History of St Brendan's Church, Shepparton

In 1878 work commenced on the building of the first Catholic Church in Shepparton.  It is interesting to note that the church was built on an acre of land in Knight Street generously donated by Mr Alfred Leahy to the Catholic Church although he was not himself a Catholic.  This church was completely destroyed by a fire on the 29th January, 1900.

Within a week of the fire Mr J.A.K. Clarke was asked to prepare plans for a new church, with a seating capacity for 800 people.  The builder, Mr Luff, had St Brendan’s Church ready to open 10 months later at a cost of 1,979 pounds.  It featured a solid Irish oak altar, which is still in use today.

In 1923 St Brendan’s was enhanced by a new sanctuary, nun’s chapel, sacristy and room for altar servers, together with a new slate roof, ceiling and redesigned windows.  Some 25 years later the front wall and entrance were rebuilt and a superbly designed round window added.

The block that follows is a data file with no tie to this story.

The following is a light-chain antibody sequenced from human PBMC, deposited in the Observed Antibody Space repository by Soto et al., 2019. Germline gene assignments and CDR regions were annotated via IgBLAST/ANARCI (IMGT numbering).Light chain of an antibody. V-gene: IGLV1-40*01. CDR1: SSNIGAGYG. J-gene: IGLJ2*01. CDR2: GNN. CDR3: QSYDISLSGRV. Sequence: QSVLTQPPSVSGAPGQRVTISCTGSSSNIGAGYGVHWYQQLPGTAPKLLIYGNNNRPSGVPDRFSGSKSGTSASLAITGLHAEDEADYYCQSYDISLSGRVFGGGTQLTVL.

To mark the centenary year 2000, St Brendan’s was refurbished in response to liturgical changes that had arisen over time.  The nun’s chapel was converted into a space for small group prayer and renamed the Marion Chapel.  A bronze statue of St Brendan was commissioned by the Morison family in honour of their parents and sculpted by acclaimed artist, Leopoldine Mimovich, as part of a water feature at the entrance.

Features added to St Brendan’s during the past hundred years were all designed with due respect for the structure built in 1900 with such foresight and cherished by parishioners over the years.